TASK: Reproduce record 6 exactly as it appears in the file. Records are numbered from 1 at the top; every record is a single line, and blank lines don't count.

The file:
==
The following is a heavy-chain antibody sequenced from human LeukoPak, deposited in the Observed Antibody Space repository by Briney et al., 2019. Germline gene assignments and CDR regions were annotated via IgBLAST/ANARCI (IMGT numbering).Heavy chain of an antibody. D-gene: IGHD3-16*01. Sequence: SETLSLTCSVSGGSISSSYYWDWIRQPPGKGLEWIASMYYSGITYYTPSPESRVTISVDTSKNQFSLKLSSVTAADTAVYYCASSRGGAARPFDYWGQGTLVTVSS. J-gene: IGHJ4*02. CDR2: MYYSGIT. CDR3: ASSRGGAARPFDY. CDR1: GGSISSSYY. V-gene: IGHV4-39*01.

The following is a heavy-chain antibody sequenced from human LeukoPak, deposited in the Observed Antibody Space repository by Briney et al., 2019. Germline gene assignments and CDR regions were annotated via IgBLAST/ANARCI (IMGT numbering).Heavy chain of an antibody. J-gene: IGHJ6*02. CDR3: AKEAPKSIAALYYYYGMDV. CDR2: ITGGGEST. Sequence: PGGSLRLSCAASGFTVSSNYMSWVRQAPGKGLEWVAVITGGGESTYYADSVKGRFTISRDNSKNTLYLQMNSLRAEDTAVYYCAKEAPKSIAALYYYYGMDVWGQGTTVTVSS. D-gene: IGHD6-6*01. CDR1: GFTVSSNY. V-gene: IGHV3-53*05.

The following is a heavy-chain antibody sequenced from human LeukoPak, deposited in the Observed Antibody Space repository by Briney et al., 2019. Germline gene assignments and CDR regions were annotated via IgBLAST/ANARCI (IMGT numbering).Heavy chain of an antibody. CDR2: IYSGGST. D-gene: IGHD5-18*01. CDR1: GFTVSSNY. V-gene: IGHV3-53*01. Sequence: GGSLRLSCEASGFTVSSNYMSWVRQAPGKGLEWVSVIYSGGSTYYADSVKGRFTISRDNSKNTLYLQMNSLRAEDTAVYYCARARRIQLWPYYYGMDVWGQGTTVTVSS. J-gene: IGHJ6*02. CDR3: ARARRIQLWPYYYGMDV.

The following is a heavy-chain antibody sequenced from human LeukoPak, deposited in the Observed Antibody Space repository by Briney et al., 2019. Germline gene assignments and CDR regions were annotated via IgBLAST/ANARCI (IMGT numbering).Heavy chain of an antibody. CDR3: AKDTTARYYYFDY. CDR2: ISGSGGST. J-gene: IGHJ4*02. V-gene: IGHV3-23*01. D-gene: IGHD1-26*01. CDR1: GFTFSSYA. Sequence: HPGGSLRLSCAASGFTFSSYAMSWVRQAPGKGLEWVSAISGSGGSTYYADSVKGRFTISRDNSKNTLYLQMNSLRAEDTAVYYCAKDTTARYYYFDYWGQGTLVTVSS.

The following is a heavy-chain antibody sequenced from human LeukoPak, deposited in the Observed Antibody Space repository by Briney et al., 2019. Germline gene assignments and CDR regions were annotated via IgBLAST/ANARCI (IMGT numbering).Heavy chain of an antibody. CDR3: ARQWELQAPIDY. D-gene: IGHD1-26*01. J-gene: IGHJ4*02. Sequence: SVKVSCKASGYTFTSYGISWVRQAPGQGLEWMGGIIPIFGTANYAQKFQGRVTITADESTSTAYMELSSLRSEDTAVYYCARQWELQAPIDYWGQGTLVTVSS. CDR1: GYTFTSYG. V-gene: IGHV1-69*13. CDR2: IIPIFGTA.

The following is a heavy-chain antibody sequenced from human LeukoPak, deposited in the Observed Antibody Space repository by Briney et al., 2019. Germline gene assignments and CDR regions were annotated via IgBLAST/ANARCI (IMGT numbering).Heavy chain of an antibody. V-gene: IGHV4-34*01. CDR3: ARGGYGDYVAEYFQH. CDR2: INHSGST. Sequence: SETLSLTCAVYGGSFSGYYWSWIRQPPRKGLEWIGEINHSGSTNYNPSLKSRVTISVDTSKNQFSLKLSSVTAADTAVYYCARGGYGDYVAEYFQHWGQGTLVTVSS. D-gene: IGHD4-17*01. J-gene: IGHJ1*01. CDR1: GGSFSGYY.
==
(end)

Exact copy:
The following is a heavy-chain antibody sequenced from human LeukoPak, deposited in the Observed Antibody Space repository by Briney et al., 2019. Germline gene assignments and CDR regions were annotated via IgBLAST/ANARCI (IMGT numbering).Heavy chain of an antibody. V-gene: IGHV4-34*01. CDR3: ARGGYGDYVAEYFQH. CDR2: INHSGST. Sequence: SETLSLTCAVYGGSFSGYYWSWIRQPPRKGLEWIGEINHSGSTNYNPSLKSRVTISVDTSKNQFSLKLSSVTAADTAVYYCARGGYGDYVAEYFQHWGQGTLVTVSS. D-gene: IGHD4-17*01. J-gene: IGHJ1*01. CDR1: GGSFSGYY.